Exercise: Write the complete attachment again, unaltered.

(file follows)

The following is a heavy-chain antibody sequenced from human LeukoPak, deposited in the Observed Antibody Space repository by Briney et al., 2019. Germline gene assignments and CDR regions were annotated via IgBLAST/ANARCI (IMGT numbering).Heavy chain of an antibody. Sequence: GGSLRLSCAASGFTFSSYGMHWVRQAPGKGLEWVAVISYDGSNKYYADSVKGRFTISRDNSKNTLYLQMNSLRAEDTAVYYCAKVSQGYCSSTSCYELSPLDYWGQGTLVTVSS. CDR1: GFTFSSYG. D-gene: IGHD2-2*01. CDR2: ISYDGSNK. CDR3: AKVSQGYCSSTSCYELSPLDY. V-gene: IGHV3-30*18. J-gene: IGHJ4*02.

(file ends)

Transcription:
The following is a heavy-chain antibody sequenced from human LeukoPak, deposited in the Observed Antibody Space repository by Briney et al., 2019. Germline gene assignments and CDR regions were annotated via IgBLAST/ANARCI (IMGT numbering).Heavy chain of an antibody. Sequence: GGSLRLSCAASGFTFSSYGMHWVRQAPGKGLEWVAVISYDGSNKYYADSVKGRFTISRDNSKNTLYLQMNSLRAEDTAVYYCAKVSQGYCSSTSCYELSPLDYWGQGTLVTVSS. CDR1: GFTFSSYG. D-gene: IGHD2-2*01. CDR2: ISYDGSNK. CDR3: AKVSQGYCSSTSCYELSPLDY. V-gene: IGHV3-30*18. J-gene: IGHJ4*02.